Scientists develop cell-material feedback platform for small-scale biologics production

Bacteria are a common host for producing diverse biologics. The synthesis of recombinant proteins using bacterial hosts entails multiple steps, including culturing, disruption and subsequent isolation and purification of the desired product.

For industrial operations, each step requires a sophisticated and delicate infrastructure to ensure efficiency and product quality. This process is critical for producing molecules in large amounts, but is not flexible or economically suited for small-scale production or characterization of diverse biologics.

Moreover, standard biomanufacturing is unavailable in remote or underdeveloped areas that lack basic infrastructure and technical personnel. Therefore, technologies that support versatile and scalable production of diverse biologics on demand, as well as subsequent analysis and purification, are critically needed.

Professor YOU Lingchong of the Duke University Biomedical Engineering Department and Associate Professor DAI Zhuojun of the Shenzhen Institutes of Advanced Technology of the Chinese Academy of Sciences have addressed this need by developing a cell-material feedback platform that facilitates versatile production along with analysis and purification of diverse proteins and protein complexes.

“The core of our technology is a microbial swarmbot that consists of a stimulus-sensitive polymeric microcapsule encapsulating engineered bacteria. By sensing confinement, the bacteria undergo programmed partial lysis at high local density,” said DAI. “Furthermore, the encapsulating material shrinks in response to the changing chemical environment caused by cell growth, thus squeezing out the protein products released from bacterial lysis”.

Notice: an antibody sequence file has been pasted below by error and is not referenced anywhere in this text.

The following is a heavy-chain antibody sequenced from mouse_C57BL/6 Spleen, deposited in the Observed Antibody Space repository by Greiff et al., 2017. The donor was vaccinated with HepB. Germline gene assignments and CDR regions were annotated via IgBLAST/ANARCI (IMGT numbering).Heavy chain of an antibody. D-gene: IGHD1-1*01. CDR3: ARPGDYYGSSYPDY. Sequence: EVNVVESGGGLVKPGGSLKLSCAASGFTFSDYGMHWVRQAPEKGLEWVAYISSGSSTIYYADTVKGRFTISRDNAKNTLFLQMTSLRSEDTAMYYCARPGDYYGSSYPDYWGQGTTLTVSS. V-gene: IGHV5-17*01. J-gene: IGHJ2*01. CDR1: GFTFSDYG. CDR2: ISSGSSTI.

This platform is then integrated with downstream modules to enable quantification of enzymatic kinetics, purification of diverse proteins, quantitative control of protein interactions, and assembly of functional protein complexes and multi-enzyme metabolic pathways.

This study shows how cell-material feedback can be used to engineer a modular and flexible platform with sophisticated yet well-defined programmed functions. These properties are essential for a number of applications, such as personalized drug synthesis and accessible biomanufacturing in remote areas. Importantly, the operation is simple and can be conducted after minimal training.


This part of information is sourced from

Zhang Xiaomin 

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